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Boosting food security with conservation agriculture

Implementing Conservation Agriculture as a production strategy, depends on effective coordination and collaboration between and among researchers, extension workers, farmers and other stakeholders. 

 

The Fourth National Development Plan has identified Conservation Agriculture as part of its strategy for sustainable crop production to achieve real growth of 4 % per year for national agriculture.
At the launch of the Comprehensive Conservation Agriculture Programme, earlier this year, the Ministry of Agriculture, Water and Forestry, introduced a policy document for agriculture to cover the period 2015 to 2019. Conservation Agriculture is seen as a key component to boost sustainable crop production to improve agricultural output.
At the launch, the Minister of Agriculture, Water and Forestry, Hon John Mutorwa said the policy document aims to promote food security which not only focuses on higher production and access to food but also on the need to address the destructive effects of agricultural production practices on the environment.
According to the policy document, the ministry expects that the uptake of Conservation Agriculture by farmers will be slow in the beginning, but will accelerate towards the end of the five-year period and beyond. Improving agricultural production supports the Millenium Development Goals to reduced poverty and to reverse the degradation of natural resources.
Drawing from work done locally since the 1990s and by conducting on-farm trials, promising results have been obtained from innovative techniques not previously employed by local farmers. Similar positive results were obtained in forestry.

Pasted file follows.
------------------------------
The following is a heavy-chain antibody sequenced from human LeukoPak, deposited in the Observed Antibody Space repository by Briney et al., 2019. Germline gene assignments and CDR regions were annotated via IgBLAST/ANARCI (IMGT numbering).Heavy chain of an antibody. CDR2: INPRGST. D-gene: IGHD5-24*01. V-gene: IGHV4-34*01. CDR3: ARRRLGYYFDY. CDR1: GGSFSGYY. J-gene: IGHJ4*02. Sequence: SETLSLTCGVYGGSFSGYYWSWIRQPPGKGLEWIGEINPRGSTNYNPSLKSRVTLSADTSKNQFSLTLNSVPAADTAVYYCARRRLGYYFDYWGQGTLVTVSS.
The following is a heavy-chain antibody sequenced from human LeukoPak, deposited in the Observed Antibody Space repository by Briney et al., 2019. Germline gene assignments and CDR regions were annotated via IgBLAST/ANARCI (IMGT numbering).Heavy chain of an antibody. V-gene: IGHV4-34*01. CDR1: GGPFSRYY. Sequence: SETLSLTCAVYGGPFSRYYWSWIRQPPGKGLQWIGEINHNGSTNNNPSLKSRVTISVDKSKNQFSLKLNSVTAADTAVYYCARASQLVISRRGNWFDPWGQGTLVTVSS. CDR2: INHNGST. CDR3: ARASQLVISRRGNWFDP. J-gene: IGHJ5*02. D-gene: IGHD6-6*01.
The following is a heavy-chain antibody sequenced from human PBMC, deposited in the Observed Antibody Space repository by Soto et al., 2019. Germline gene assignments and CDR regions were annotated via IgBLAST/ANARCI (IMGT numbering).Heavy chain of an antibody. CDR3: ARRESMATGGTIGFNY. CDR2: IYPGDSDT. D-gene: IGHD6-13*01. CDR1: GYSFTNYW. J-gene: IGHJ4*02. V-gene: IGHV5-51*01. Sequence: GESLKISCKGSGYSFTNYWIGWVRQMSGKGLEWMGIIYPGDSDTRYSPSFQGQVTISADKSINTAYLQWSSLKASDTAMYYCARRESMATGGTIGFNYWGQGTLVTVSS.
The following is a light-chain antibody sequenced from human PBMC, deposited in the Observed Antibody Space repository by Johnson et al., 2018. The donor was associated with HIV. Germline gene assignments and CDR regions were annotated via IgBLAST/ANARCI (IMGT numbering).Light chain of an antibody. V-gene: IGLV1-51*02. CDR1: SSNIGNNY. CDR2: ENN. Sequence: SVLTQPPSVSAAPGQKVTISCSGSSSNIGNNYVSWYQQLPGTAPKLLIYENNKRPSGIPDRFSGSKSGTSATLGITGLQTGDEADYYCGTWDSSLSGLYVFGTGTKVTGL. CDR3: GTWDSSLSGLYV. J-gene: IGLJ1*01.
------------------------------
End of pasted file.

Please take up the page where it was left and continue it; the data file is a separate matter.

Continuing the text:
Conservation Agriculture is managing agro-ecosystems for improved and sustained productivity and food security while preserving and enhancing the resource base and the environment.
Conservation Agriculture is characterized by continuous minimum mechanical soil disturbance, not to harm the permanent organic soil cover. and the diversification of crops planted from one season to the next.
The ministry said farming households will be encouraged and assisted to adopt Conservation Agriculture as a long-term production strategy. The foremost selling point is that yields continue to improve as Conservation Agriculture is practised over many seasons and years. Gradually the soil condition is improved and the positive effects are permanent.
Ten intervention areas are part of the programme as the targeted farmers are all existing crop producers. Subsidies will be made available to communal crop and livestock producers concentrated in the Omusati, Oshana, Ohangwena, Oshikoto, Kavango-East, Kavango-West, Zambezi, Otjozondjupa, Kuneen and Omaheke regions.
Commercial dry land producers, including resettlement farmers and irrigation farmer in the maize triangle, will also be engaged in the first ten-year phse. Small-Scale horticultural producers and Green Scheme projects will be incorporated as the programme shows more results.
Implementing Conservation Agriculture as a production strategy, depends on effective coordination and collaboration between and among researchers, extension workers, farmers and other stakeholders.
The ministry argues that Conservation Agriculture is appropriate for all crop production in the whole country since it aims to address the problem of low and erratic rainfall through the use of planting techniques that reduce water loss and increase infiltration leading to more natural nutrients in the soil.

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